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Being Present, 2015

The Intersection of Franny and Zooey and Our Sikh Cabbie

Hari Prasada Das


I hopped in a cab to get downtown to our beloved little studio apartment.
Incidentally, I was met with a Sikh cabbie who led me through quite a memorable discourse. It began with a question in thick Indian accent and took off from there: “The box... Is it a gift for your girlfriend?”

I had no girlfriend at the time for him to be coolly suggestive about… I eyed his wry grin and offered back a hint of “Are you serious” with my glance, then politely revealed the truth of the box sitting in his trunk: “No.”

It was a big box filled with cushions for meditation, shipped to our office in connection with the advanced-level Bhagavad-Gita class we teach, known as Gita Direct. I told him exactly that.

I scouted his eyes for disappointment but he was surprisingly adaptable.

Cabbie: “Oh, you teach meditation?”
Me: I nodded.
Cabbie: “I do meditation too. So does my son. I teach meditation to my family.”

I offered my genuine appreciation of his pride in meditation, even if he was a little prideful. He proceeded to explain about the body’s energy points or chakras and how he meditates on a mantra to call upon God.

He said this was the purpose of life and if you chant with enough affection, whether it be Jesus’s name or another name of God from another language or tradition, eventually, you will come to taste the name in your mouth.

He stumbled on this point and felt he could not convey the expression of this. Though in other statements he made, English was clearly the difficulty, in this case, it was not about his English.

“You just keep chanting these names of the Divine and you keep concentrated on them, then it becomes like a sweetness in the mouth... it spreads to the entire being... You become filled with this... sweetness.”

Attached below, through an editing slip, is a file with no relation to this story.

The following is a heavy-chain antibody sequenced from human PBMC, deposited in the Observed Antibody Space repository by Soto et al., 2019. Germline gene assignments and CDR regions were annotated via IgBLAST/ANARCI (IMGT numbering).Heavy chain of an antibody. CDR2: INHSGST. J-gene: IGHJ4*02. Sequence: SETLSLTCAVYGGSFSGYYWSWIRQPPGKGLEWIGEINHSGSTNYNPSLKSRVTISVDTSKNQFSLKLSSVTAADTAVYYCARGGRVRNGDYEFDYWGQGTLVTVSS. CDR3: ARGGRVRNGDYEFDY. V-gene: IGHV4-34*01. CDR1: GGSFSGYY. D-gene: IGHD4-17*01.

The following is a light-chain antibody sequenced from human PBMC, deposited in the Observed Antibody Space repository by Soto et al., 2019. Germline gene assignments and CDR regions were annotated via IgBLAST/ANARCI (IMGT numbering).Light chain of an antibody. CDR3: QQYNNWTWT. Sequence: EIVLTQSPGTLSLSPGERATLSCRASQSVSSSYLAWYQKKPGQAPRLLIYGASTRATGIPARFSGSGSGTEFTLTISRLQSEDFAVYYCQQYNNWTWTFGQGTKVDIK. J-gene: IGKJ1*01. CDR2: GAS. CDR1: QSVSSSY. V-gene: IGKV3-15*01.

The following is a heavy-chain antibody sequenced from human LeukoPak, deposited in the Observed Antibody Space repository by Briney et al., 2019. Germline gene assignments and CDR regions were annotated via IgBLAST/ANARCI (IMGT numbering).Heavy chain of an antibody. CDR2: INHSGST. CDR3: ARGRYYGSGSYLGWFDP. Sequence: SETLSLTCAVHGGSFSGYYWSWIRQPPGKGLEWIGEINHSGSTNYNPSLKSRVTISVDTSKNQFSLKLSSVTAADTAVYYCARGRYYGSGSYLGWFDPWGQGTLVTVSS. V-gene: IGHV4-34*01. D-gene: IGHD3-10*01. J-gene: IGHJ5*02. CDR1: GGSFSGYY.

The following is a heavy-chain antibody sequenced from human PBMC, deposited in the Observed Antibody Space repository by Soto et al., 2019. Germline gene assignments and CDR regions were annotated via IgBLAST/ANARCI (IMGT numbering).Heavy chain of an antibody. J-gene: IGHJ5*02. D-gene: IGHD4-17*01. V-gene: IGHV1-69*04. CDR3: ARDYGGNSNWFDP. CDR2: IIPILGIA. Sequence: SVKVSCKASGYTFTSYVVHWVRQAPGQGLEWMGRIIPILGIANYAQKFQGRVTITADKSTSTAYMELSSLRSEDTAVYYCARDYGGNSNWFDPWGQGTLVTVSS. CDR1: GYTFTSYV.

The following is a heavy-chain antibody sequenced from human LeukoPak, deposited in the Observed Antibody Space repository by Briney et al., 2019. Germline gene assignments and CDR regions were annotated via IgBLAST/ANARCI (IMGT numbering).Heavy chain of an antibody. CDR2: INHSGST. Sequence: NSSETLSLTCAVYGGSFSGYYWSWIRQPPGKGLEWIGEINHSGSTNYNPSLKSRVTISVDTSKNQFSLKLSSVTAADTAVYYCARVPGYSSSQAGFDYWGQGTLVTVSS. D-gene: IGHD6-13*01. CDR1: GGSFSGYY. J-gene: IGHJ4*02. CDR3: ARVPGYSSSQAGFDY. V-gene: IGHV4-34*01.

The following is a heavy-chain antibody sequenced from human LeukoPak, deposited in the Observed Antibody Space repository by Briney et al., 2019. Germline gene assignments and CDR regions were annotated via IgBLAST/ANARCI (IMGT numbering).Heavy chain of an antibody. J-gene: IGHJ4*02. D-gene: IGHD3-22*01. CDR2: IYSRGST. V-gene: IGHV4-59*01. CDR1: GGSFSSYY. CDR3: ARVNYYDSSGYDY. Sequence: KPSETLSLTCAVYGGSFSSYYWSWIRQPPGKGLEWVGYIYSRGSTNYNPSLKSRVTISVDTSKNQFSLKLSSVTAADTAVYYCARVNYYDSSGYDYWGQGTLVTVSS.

I had encountered this esoteric teaching in the sacred texts of Bhakti yoga, and it particularly hit me at a pivotal time when I came upon J.D. Salinger’s Franny and Zooey back in college:

If you keep saying that prayer over and over again – you only have to just do it with your lips at first – then eventually what happens, the prayer becomes self-active. Something happens after a while. I don’t know what, but something happens, and the words get synchronized with the person’s heartbeats, and then you’re actually praying without ceasing. Which has a really tremendous, mystical effect on your whole outlook. I mean that’s the whole point of it, more or less. I mean you do it to purify your whole outlook and get an absolutely new conception what everything’s about.

The title character, Franny, shares this in utter earnestness with her boyfriend, Lane, as he intermittently takes drags on his cigarette and bites into his pair of frog’s legs. In the same spirit of our Sikh cabbie, Franny also mentions that Nembutsu Buddhists practice reciting the holy name of Buddha.

I marveled at the similarity of the situation between our Franny and our cabbie and saw that this man could have gone on for hours in his cab.

It dawned on me, he probably never got the chance! How many customers would entertain his enthusiasm on the topic of universal mysticism? Would he even dare breach it to the kissing couple or businessman on his way to work? They’d be as thoroughly disinterested as Lane with his frogs legs and our cabbie would feel silly, at best.

I had little doubt that’s why he tried to play the gift for girlfriend card with me... to connect in the way he thought would be most appreciated. I was so happy to see his true passion come out and his sincerity shine forth now.

Through our shared recitation of mantras and aspiration to make our lives an offering, I suddenly found that there was a strange convergence in the universe which placed the lives of a Jewish start-up co-founder and a Punjabi cab driver together.

I tried to contain the tremendous feeling of awe within me.

And when our ride was over, he kindly requested to help me carry the box in the trunk that had vastly shifted its meaning to him over the course of the trip... I declined the thoughtful gesture, and along with the tip, offered my heartfelt prayers for he and his family to uncover the meaning that they seek. I expressed a fraction of my well-wishings to him and he looked at me squarely in the eyes. “Thank you so much. I really hope to see you again...” he said.

I don’t know if he ever said that to a customer before.

I got goose bumps. And I wondered:

What would happen if we were to shift our approach to every seemingly mundane encounter with another human being by seeking our shared intersections?

Hari Prasada Das

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